He didn't look at the shape of the car or the shape of the empty places on the board. Took him a full 2 minutes to finally get one piece in.
You literally have to look at the shape of the piece look for the same shape empty space on the board and place it in. Something a toddler can do.
So if a grown man can't do that what does it mean ? Zero visual spatial awareness ?
How does that translate to other parts of his life ?


I’m not sure why you’re asking or if this is the first time you’ve noticed this, but I love this stuff so I’ll bite.

First, rule out any visual problems like near-sightedness, color blindness, etc.

Also rule out substance use. Was he drunk?

Was he more tired than usual or for any other reason in a bad mood?

Now give me a little background. Any history of developmental delays, learning disabilities, mental illness, significant medical history including traumatic brain injury? What are other areas of challenge you’ve noticed?

Could he name each picture individually? Red car, mini-van, etc.? I’m assuming he could recognize the pictures.

Poor visual-spatial awareness is one possibility, but I’m leaning towards attention and working memory.

Visual spatial: being able to work with shapes, figure out how they fit together, turn objects in his mind, scanning the board for matches

Attention: noticing the board was upside down, taking the time to look at each piece, shifting attention between the pieces and the board,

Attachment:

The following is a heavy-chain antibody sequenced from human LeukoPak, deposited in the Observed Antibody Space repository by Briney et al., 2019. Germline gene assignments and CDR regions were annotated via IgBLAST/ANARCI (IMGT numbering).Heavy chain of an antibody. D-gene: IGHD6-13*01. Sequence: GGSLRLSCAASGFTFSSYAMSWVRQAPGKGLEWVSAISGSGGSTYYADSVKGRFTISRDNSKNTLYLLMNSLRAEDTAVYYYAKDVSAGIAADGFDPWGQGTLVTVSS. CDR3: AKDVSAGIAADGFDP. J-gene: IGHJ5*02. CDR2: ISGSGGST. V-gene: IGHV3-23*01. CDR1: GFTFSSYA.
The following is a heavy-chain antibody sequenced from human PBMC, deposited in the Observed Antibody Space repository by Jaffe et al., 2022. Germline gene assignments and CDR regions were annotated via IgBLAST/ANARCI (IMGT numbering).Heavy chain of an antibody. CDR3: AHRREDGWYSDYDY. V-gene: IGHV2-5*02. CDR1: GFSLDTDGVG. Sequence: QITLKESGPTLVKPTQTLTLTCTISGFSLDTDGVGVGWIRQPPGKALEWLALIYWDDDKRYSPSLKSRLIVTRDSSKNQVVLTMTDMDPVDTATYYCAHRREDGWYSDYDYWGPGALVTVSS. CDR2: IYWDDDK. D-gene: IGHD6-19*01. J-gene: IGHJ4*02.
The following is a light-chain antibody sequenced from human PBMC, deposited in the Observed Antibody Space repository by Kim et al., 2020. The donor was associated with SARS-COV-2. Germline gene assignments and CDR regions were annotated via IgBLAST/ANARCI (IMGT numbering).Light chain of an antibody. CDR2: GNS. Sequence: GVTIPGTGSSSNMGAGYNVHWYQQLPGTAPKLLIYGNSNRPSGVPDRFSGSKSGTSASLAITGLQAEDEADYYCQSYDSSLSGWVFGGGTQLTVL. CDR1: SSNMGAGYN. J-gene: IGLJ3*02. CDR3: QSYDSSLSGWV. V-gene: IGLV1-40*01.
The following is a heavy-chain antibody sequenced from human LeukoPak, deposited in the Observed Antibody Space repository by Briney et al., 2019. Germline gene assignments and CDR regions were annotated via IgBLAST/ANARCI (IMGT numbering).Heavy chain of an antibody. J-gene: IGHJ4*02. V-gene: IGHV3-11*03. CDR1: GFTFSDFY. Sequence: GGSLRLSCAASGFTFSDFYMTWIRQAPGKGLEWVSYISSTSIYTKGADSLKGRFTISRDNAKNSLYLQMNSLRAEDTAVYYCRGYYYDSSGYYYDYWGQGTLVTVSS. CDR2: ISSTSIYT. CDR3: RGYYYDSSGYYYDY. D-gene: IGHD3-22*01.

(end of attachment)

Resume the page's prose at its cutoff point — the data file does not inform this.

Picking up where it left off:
Working memory: turning pieces in his mind, keeping the image of the piece in his hand in mind while scanning the board, shifting attention,

So with only this information to go by, this guy was either in a compromised cognitive state (drunk, tired, grumpy), has attention and working memory deficits, poor sensory integration, and every other problem under the sun.


Last edited by paperflowers on Thu, Apr 22 2021, 10:11 am; edited 1 time in total
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amother




Ecru
 

Post Thu, Apr 22 2021, 10:06 am
paperflowers wrote:
has ADHD


I don’t know a single person with ADHD who would have even the slightest bit of trouble with this. And we have a lot of real ADHD in our family.
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amother




Silver
 

Post Thu, Apr 22 2021, 10:07 am
Stroke?
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paperflowers




 
 
 
 

Post Thu, Apr 22 2021, 10:10 am
amother [ Ecru ] wrote:
I don’t know a single person with ADHD who would have even the slightest bit of trouble with this. And we have a lot of real ADHD in our family.


Lots of real ADHD here too. The ADHD wouldn’t make them not be able to do the task per se, but severe attentional or working memory issues can impact performance in a variety of ways. The example OP gave is very extreme, is unlikely to be a result of one thing, and probably does not exist in isolation. I can go back to my post and take out the clinical diagnoses.
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imasinger




 
 
 
 

Post Thu, Apr 22 2021, 10:11 am
amother [ Silver ] wrote: